Our group memory is an accumulated mass of knowledge which is impressed on the memory areas of young individuals at birth, at least three such young ones for each memory segment. We are a short-lived race, dying of natural causes after eight of your years. As each individual who carries a share of the memory feels death approaching he transfers his part to a newly born child, and thus the knowledge is transferred from generation to generation, forever.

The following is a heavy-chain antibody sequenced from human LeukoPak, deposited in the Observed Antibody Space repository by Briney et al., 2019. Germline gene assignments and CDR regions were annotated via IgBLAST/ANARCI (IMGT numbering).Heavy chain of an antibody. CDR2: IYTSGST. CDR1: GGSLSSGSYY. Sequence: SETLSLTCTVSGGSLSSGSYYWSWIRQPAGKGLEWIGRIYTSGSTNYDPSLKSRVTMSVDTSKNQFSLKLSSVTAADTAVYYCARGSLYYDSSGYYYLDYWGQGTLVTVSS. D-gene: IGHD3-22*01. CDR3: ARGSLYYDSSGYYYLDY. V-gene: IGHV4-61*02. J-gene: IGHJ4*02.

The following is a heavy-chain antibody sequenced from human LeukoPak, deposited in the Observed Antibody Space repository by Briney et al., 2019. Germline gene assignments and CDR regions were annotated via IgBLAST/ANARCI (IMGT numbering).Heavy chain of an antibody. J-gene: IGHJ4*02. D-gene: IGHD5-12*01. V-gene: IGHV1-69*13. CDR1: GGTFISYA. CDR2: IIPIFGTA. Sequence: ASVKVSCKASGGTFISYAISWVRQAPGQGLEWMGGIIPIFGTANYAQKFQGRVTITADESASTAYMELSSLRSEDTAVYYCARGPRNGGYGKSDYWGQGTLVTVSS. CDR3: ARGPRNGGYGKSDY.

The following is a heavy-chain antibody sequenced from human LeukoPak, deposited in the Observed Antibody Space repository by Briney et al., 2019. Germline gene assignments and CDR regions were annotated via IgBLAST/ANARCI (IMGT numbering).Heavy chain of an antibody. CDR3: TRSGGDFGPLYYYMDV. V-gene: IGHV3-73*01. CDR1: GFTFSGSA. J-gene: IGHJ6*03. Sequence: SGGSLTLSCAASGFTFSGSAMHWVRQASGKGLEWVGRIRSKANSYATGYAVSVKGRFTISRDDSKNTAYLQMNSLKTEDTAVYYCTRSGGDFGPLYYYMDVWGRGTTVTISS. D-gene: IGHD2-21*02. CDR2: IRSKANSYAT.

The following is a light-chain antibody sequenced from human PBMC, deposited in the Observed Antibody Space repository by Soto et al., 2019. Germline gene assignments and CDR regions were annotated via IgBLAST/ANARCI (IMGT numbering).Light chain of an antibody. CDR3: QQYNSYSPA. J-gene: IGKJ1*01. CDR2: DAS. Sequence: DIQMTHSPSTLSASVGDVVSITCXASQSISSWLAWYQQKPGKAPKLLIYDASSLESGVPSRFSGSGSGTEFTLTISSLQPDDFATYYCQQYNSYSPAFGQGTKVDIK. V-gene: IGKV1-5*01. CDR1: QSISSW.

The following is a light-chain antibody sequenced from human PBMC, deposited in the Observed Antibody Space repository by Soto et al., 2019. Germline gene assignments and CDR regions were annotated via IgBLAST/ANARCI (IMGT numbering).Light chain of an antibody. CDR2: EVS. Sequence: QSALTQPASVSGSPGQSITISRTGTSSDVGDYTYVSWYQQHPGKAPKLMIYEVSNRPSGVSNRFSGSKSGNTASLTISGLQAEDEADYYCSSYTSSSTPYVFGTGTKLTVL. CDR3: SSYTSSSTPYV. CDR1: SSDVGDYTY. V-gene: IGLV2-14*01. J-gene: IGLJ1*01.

Try to remember that this was written in 1965, long before the networked computer systems today were even imagined, and that the author wasn’t even writing about computers. He was trying to tell a completely different kind of story; the entire excerpt above could have been omitted entirely without affecting the plot. Nonetheless, he managed to describe a form of what we would now call sharding, with replication and even deliberate re-replication to preserve availability. The result should be instantly recognizable to anyone who has studied modern distributed databases such as Voldemort or Riak or Cassandra. A lot of people think of this stuff as cutting edge, but it’s also an incidental part of a barely-remembered story from 1965. Somehow I find that both humbling and hilarious.